Report No. 275
b. International Perspective
5.40 Taking a look at foreign jurisdictions for a clearer understanding of the term 'public function', we find that in the case of Poplar Housing and Regeneration Community Association Ltd v. Donoghue,125the then Chief Justice Lord Woolf proposed a liberal interpretation of the term 'public function'.
He proposed that in order to make an otherwise private act a public one, there must be "a feature or a combination of features which impose a public character or stamp on the act." Such public characteristics may include statutory authority for the task carried out; the degree of control exercised by the public body over the exercise of the function; and how closely the acts in question are "enmeshed in the activities of the public body."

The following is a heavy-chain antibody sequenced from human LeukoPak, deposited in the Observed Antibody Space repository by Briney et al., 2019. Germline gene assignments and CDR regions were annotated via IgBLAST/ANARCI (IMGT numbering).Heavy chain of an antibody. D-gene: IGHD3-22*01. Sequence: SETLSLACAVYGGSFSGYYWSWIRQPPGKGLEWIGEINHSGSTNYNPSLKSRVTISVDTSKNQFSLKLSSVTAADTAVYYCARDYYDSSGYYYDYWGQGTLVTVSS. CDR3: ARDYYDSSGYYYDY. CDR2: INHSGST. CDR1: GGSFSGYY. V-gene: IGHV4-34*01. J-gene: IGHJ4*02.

5.41 In the case of Aston Cantlow and Wilmcote with Billesley Parochial Church Council v. Wallbank,126 the House of Lords recognised the significance of using a "public function" analysis. Lord Nicholls concluded that there could be "no single test of universal application" in relation to the definition of 'public function'. It was, however, added that the relevant factors for the claimants included the extent to which the function was being publicly funded, the exercise of statutory powers, there placing of Central Government or local authority in performing the function, or the rendering of a public service.
5.42 Therefore, it can be inferred that, contrary to popular belief, the terms 'public authority' and 'public function', can be effectively used in reference to private bodies, who by virtue of the nature of their functions, obtain a character typically assumed by the State.